The Dressmaker and The Architect

Up until the early 20th century when a man or woman of means needed a new suit or dress they would go to a Tailor or Dressmaker.

They might have had some magazine clippings of what they liked and a vague description of the type of event they would use it for.

The dressmaker would take their measurements and send them on their way.

Later he or she would do some sketches of the design to show to the clients and if they approved she would make the garment.

One hundred years later, fashion has moved on but architecture is still trying to practice in exactly this same way. The Dressmaker is out of business but the Architect still fights for the few small commissions that remain.

The Architect of today practices just like the Dressmaker of 100 years ago.

Ready-to-wear fashion has revolutionized that industry sacrificing quality for quantity. And it has created some significant human and environmental issues in the process. Labor conditions for textile workers, environmental pollution from pesticides used in cotton production and the waste of poor-quality Fast Fashion are but a few examples.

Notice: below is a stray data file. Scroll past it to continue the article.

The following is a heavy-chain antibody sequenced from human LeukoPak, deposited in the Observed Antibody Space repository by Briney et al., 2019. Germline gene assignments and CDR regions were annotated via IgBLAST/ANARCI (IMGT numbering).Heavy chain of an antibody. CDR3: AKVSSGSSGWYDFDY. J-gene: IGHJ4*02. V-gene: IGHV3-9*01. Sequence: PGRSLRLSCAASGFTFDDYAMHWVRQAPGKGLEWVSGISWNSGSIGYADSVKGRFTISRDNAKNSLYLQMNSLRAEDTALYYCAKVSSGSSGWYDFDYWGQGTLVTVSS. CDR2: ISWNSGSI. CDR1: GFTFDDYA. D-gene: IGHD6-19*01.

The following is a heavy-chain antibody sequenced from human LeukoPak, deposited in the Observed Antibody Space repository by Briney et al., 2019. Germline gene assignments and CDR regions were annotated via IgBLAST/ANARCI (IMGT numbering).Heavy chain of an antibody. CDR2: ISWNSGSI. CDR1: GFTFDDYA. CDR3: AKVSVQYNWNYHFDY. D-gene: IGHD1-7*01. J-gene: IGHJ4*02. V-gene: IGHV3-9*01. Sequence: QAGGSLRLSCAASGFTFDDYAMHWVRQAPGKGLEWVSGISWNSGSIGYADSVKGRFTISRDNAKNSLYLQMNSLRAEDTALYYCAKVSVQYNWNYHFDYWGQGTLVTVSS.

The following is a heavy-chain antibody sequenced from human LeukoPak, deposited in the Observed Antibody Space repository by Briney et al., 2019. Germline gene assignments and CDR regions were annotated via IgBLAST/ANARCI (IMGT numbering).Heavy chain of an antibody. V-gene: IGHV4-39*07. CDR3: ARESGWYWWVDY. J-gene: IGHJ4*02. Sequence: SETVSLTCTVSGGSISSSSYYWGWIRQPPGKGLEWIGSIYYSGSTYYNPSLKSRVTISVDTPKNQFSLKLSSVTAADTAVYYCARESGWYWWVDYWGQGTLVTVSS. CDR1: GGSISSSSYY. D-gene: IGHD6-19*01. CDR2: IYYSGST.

Move-in-ready spec homes constitute more than 98% of new home starts each year, again sacrificing quality for quantity. McMansions are 50% bigger than the average home for the same sized family 50 years earlier. They are built quickly, with poor quality materials that do not hold up and the residential building industry is notorious for wage theft and exploitation of illegal workers.

McMansions are the Fast Fashion of the building industry.

Fast Fashion and Junkspace, the term we use for spec houses, strip malls, etc., have as much in common as the Dressmaker and the Architect, however the Architect is not out of business yet. Hundreds of young architects graduate from school every year and they are passionate, motivated and creative. If only they recognized the precarious state of the profession and banded together to forge a new future that created buildings that were good, clean and fair for all. That is the mission of the Slow Space Movement.

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